A team of researchers has revealed about the first time global warming became clearly evident in the temperature record. The indications of climate change are all around us today but now researchers have revealed for the first time when and where the first clear signs of global warming appeared in the temperature record and where those signals are likely to be clearly seen in extreme rainfall events in the near future.
The new research gives an insight into the global impacts that have already been felt, even at this very early stage, and where those impacts are likely to intensify in the coming years.
Lead author Andrew King from the ARC Centre of Excellence for Climate System Science said that they examined average and extreme temperatures because they were always projected to be the measure that is most sensitive to global warming.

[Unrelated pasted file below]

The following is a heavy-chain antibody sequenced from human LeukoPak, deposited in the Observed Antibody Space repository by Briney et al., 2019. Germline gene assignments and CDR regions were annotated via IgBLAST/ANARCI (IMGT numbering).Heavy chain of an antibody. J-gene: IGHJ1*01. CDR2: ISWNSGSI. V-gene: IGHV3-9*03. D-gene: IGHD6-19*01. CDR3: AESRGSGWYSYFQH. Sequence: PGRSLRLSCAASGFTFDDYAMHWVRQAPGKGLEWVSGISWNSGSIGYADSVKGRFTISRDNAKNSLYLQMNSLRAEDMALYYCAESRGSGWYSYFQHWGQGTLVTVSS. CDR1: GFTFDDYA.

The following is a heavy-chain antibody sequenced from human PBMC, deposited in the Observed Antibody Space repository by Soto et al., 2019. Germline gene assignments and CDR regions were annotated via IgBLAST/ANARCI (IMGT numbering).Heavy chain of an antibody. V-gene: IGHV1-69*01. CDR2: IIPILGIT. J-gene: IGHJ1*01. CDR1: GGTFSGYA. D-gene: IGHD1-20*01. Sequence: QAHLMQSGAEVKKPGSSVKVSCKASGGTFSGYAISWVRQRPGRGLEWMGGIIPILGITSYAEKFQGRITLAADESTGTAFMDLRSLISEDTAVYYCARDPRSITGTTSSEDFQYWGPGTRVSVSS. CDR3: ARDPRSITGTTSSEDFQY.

King added that the research shows that one could already see clear signs of global warming in the tropics by the 1960s but in parts of Australia, South East Asia and Africa it was visible as early as the 1940s.
The reason the first changes in average temperature and temperature extremes appeared in the tropics was because those regions generally experienced a much narrower range of temperatures. This meant smaller shifts in the temperature record due to global warming were more easily seen.
The first signal to appear in the tropics was the change in average temperatures. Later extreme temperature events showed a global warming signal.
Closer to the poles the emergence of climate change in the temperature record appeared later but by the period 1980-2000 the temperature record in most regions of the world were showing clear global warming signals.
The study is published in Environmental Research Letters.